Desktop applications come in two forms, depending on the application server type: 2-tier applications or 3-tier applications. A 2-tier application is deployed as a ClickOnce application. The client and server tiers are the same in this case: the user's machine, kind of like what is done when the application is debugged in the LightSwitch IDE. A handy feature within ClickOnce is that the application can be automatically updated when a newer version of the application is available.

A 3-tier desktop application is also hosted on either IIS or Windows Azure, and the experience of running that application should be the same, regardless of which is chosen.

When to Sign

How does signing relate to the application's trust level? It doesn't. The application does not need to be signed to run in elevated trust (that is, to be a desktop application); the trust level is dictated by that OutOfBrowserSettings.xml file that is hidden away. This is handy when debugging your application: you are under no obligation to specify a signing certificate to F5 your application.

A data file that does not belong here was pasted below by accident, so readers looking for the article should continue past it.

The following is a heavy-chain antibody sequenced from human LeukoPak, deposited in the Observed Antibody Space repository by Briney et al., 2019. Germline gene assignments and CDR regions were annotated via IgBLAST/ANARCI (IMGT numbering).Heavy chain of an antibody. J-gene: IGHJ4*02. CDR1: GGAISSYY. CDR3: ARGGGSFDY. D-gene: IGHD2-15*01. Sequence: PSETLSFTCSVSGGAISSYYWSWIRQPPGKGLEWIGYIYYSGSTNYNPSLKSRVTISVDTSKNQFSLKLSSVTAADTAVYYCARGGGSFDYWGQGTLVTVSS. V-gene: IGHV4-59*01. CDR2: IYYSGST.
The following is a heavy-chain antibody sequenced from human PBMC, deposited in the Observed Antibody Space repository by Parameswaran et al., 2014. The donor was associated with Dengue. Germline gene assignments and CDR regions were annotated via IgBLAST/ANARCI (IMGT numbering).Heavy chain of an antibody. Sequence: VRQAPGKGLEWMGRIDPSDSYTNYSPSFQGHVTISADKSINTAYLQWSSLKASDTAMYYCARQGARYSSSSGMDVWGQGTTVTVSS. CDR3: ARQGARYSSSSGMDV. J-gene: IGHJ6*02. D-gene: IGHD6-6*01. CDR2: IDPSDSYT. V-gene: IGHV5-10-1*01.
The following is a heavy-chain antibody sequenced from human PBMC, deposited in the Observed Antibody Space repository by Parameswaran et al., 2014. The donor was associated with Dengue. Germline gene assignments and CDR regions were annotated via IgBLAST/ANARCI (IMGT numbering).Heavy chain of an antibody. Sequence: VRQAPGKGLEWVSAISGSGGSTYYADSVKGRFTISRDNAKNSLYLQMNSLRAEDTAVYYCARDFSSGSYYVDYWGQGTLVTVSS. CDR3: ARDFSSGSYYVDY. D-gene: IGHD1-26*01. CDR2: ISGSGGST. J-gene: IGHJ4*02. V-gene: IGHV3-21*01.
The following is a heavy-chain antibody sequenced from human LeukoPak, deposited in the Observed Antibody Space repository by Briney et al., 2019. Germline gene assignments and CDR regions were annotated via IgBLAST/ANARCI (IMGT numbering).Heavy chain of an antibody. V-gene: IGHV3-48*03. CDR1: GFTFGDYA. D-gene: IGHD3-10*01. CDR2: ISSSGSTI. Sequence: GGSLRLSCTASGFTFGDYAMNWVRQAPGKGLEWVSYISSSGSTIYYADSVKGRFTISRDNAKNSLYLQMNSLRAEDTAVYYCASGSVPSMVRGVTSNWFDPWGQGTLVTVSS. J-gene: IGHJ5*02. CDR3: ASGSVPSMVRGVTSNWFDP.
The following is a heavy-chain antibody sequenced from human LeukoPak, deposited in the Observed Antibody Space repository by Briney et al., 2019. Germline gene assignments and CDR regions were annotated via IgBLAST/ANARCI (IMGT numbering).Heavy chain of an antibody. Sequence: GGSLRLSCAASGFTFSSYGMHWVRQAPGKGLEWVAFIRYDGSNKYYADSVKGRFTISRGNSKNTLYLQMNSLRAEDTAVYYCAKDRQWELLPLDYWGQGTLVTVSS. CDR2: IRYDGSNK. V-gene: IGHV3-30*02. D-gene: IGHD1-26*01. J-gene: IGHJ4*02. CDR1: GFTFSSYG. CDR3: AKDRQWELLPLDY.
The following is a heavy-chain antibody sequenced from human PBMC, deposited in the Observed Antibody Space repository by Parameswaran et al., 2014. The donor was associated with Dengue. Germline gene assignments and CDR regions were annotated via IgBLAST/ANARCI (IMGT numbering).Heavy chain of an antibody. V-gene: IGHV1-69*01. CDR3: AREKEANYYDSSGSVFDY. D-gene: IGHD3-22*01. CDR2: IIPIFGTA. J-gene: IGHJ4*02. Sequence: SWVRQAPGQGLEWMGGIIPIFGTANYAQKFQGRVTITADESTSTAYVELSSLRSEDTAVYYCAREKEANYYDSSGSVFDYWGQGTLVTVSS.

Signing is only used for one deployed application type: 3-tier desktop applications. Signing is relevant during the install and update of the application. The application user will be prompted with a security warning prior to installation of the application. The level of the warning can vary based on the state of the application signature. Once installed, the application will automatically detect if a newer version of the application has been published. If so, the application will attempt to install the latest version of the application. However, in order for the auto-update to work, the latest version of the application must be signed with the same key as the previous version.

How to Sign

Application signing is now built into the publish wizard. You can go to the "Specify a Certificate" to turn on application signing by checking the "Specify a certificate" checkbox. There are 3 ways to supply a certificate for the application singing. You may

  • "Select a certificate from the computer's store" shows you the set of relevant certificates that are available on your computer